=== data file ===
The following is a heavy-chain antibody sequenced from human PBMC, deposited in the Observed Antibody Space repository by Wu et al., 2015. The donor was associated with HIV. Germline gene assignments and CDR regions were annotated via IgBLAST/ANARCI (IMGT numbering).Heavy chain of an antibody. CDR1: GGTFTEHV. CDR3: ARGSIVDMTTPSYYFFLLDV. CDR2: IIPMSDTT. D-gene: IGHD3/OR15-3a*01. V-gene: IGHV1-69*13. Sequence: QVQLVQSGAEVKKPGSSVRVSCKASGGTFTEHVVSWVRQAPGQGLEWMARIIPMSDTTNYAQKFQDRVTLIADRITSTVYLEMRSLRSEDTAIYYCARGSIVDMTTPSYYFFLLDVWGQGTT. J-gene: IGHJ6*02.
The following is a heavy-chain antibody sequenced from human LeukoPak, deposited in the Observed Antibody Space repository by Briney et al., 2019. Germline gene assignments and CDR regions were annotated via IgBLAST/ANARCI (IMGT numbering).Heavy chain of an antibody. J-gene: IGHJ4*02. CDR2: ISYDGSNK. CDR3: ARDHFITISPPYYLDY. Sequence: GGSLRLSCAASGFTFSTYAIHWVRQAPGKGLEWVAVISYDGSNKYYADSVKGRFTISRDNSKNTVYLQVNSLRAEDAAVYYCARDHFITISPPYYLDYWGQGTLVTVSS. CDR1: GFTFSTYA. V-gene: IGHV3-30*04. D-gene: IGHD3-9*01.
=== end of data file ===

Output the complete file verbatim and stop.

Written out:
The following is a heavy-chain antibody sequenced from human PBMC, deposited in the Observed Antibody Space repository by Wu et al., 2015. The donor was associated with HIV. Germline gene assignments and CDR regions were annotated via IgBLAST/ANARCI (IMGT numbering).Heavy chain of an antibody. CDR1: GGTFTEHV. CDR3: ARGSIVDMTTPSYYFFLLDV. CDR2: IIPMSDTT. D-gene: IGHD3/OR15-3a*01. V-gene: IGHV1-69*13. Sequence: QVQLVQSGAEVKKPGSSVRVSCKASGGTFTEHVVSWVRQAPGQGLEWMARIIPMSDTTNYAQKFQDRVTLIADRITSTVYLEMRSLRSEDTAIYYCARGSIVDMTTPSYYFFLLDVWGQGTT. J-gene: IGHJ6*02.
The following is a heavy-chain antibody sequenced from human LeukoPak, deposited in the Observed Antibody Space repository by Briney et al., 2019. Germline gene assignments and CDR regions were annotated via IgBLAST/ANARCI (IMGT numbering).Heavy chain of an antibody. J-gene: IGHJ4*02. CDR2: ISYDGSNK. CDR3: ARDHFITISPPYYLDY. Sequence: GGSLRLSCAASGFTFSTYAIHWVRQAPGKGLEWVAVISYDGSNKYYADSVKGRFTISRDNSKNTVYLQVNSLRAEDAAVYYCARDHFITISPPYYLDYWGQGTLVTVSS. CDR1: GFTFSTYA. V-gene: IGHV3-30*04. D-gene: IGHD3-9*01.